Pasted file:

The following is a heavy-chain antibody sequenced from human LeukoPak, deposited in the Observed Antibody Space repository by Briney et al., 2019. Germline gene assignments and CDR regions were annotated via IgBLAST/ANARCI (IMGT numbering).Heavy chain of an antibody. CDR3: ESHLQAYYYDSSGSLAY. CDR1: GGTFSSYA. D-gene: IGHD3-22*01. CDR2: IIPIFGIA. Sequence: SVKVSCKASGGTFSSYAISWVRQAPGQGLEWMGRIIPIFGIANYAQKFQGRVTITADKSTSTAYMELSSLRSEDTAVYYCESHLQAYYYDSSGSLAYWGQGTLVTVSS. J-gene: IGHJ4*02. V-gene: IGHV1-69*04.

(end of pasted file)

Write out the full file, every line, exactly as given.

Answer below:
The following is a heavy-chain antibody sequenced from human LeukoPak, deposited in the Observed Antibody Space repository by Briney et al., 2019. Germline gene assignments and CDR regions were annotated via IgBLAST/ANARCI (IMGT numbering).Heavy chain of an antibody. CDR3: ESHLQAYYYDSSGSLAY. CDR1: GGTFSSYA. D-gene: IGHD3-22*01. CDR2: IIPIFGIA. Sequence: SVKVSCKASGGTFSSYAISWVRQAPGQGLEWMGRIIPIFGIANYAQKFQGRVTITADKSTSTAYMELSSLRSEDTAVYYCESHLQAYYYDSSGSLAYWGQGTLVTVSS. J-gene: IGHJ4*02. V-gene: IGHV1-69*04.